How Consumers Cheat
If the first word that comes to your mind when credit card fraud is mentioned is credit card issuers, think again. Although credit card issuers are certainly one of the major black sheep on the credit card market and they do cheat a lot, unfortunately they are not the only ones who don't play by the rules. Merchants and customers are also abusing the weaknesses in the credit card system – each in their own way. While there have been many class actions against credit card issuers because of their illegal practices and billions of dollars have been paid by them as a compensation to the victims, the amounts of money that are stolen by consumers and merchants are comparable.
As already mentioned, credit card customers are no saints. They might not employ such large-scale cheating techniques as merchants and above all credit card issuers because they are not in the position to do it but still they manage to inflict considerable losses on credit card issuers and on merchants who accept credit cards.
The tricks that customers use in order to cheat are mainly two: using stolen credit cards to purchase goods and open new accounts with the stolen identity and making false claims that the goods have not been delivered. Both of these are very serious and they cost merchants and credit card issuers hundreds of millions a year. What is worse, there are organized groups of criminals, for whom credit card fraud is the way to make a living!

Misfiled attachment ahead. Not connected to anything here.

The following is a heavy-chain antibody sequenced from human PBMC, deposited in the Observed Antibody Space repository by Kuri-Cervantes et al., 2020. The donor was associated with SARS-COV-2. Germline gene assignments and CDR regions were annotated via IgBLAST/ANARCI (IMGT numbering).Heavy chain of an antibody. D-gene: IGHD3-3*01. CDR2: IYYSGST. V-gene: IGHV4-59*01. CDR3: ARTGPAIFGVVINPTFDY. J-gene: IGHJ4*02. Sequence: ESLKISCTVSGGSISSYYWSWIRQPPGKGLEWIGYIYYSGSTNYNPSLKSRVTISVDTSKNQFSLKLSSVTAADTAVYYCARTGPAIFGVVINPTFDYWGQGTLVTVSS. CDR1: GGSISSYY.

Stealing credit cards (not necessarily physically) is the most serious crime against the integrity of the credit card system. There have been cases when tens of thousands of credit card numbers have been stolen by criminals. Later some of stolen numbers have been used successfully to pay for a variety of goods. To some extend all this is possible because of the weak security checks merchants perform but in many cases merchants were also an accomplice.
The second kind of fraud – making false claims that the goods have not been delivered is less popular but still it is not something that can be neglected. A variety of this trick is to receive the goods, use them (if they are CDs or books or something similar that can be copied and a copy can be left) and later claim that the goods are faulty or that their description on the merchant's site was misleading and they don't match the description. In many cases customers are eligible for full refunds, which certainly is not something that merchants like.
For many people making false claims of faulty or not delivered goods seems to be a hobby and/or a way of life. Merchants are making lists of fraudulent customers but this is hardly of much help because fraudulent customers often use fake identity and are very difficult to catch. Some of these fraudsters use their own data and especially delivery address, while others steal other people's credit card data and use it to get the goods.
It is not fair to say that merchants are helpless against those kind of cheats. There are many ways for a merchant to catch these tricks, as described in this article but quite often merchants don't bother to do simple things like calling the customer for a confirmation when the order is pretty large, unusual or the billing address is different from the delivery address. One might think that it is cheaper for merchants to pay chargebacks, than to do some straightforward verification!